If you’re feeling burnt out, you might want to visit any feelings you’ve had around situations that felt unfair. How did you fall into that situation? Who, ultimately, had the power to influence a less-than-fair outcome?

It might be that you have really healthy boundaries with your clients. And also, if you’ve harbored unacknowledged resentment for the difficult position your clients put you in, that makes sense too.

If outstanding invoices, no-shows, or inappropriate texts have you feeling less-than-respected, consider ways you can fortify your boundaries with clients to ensure you can support them as effectively as possible.


There is no such thing as a therapist without passion.

No clinician has found their way into this profession without incredible dedication, drive, and purpose.

If you endured advanced education, student loans, supervision, licensure, and credentialing, it’s because you have a special spark that is driving you to this work. You have an intuition, and a knowing, of just how important this work is.

In many ways, burnout is an emblem of embers when that flame grows dim.

Emotional exhaustion often happens when you feel far away from what got you into this work in the first place. If you experience burnout, it might be a sign to return to what motivated you to overcome all the challenges that come with this field.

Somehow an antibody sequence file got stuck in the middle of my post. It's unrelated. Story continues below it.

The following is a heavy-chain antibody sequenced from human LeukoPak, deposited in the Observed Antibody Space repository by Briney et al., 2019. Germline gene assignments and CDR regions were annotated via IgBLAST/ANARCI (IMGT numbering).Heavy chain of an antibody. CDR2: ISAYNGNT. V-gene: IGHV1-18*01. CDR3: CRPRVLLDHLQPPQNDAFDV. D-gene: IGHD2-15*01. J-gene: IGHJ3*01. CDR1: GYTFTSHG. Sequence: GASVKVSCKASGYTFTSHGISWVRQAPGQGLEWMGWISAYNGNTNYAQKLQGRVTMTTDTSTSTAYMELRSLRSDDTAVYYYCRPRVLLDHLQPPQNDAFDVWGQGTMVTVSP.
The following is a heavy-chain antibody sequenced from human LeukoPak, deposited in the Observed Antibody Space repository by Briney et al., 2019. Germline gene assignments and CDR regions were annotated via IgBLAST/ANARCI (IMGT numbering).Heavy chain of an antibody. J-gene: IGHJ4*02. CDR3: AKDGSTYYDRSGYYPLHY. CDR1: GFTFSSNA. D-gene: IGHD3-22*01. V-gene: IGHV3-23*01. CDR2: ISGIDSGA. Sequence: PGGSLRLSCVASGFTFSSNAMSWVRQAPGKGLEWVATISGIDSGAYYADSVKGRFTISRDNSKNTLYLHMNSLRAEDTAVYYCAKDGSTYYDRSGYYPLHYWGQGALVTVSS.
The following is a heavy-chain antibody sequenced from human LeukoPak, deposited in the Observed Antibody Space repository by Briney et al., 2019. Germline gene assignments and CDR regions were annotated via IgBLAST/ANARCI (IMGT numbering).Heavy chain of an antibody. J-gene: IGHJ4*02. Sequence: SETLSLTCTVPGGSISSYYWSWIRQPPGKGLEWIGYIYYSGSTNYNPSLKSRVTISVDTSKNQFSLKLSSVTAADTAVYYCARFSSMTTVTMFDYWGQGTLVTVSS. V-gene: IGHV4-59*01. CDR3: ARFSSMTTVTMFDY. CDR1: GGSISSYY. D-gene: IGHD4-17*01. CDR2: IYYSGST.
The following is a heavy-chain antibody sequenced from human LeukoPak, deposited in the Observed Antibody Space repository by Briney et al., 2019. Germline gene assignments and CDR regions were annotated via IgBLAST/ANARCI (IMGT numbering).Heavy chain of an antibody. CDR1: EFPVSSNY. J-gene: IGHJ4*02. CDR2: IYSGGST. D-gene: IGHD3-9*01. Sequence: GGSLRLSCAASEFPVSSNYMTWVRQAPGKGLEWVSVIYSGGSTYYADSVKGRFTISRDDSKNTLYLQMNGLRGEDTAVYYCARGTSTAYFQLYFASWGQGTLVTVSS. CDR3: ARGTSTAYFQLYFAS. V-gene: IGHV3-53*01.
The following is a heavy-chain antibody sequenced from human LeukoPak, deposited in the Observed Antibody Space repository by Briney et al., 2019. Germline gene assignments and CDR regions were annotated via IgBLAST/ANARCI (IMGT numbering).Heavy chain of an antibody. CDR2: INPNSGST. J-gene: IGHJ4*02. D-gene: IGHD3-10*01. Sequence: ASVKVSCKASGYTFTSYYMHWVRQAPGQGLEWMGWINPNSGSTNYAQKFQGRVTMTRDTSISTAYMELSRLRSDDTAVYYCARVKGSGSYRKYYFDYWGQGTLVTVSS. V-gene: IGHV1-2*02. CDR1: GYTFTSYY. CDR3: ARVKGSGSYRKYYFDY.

Take Care of Yourself

The world needs therapists who can give expert, compassionate care. Clinicians can’t do that if they’re burnt out and exhausted.

Behavioral health care is important, and, it’s hard. If you take on this noble profession, you should be prepared to experience very real obstacles that challenge your emotional wellbeing.

Resourcing yourself to overcome burnout is a part of this work. Finding the easy way, sometimes, is a part of this work — even if that’s just finding somebody to take care of credentialing for you.

When you’re ready to make your work more rewarding, learn about the benefits of joining Alma.

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A headshot of Kevin Doherty, content marketer at Alma.
Kevin Doherty

About the Author

Kevin Doherty is a marketer and storyteller at Alma, an online platform that aims to simplify access to high-quality, equitable, and affordable mental health care. An alumnus of UCLA’s School of Theater, Film, and Television, Kevin specializes in bringing powerful entertainment principles into everyday, real-life communication.

Article Reviewed by Merhawi Kidane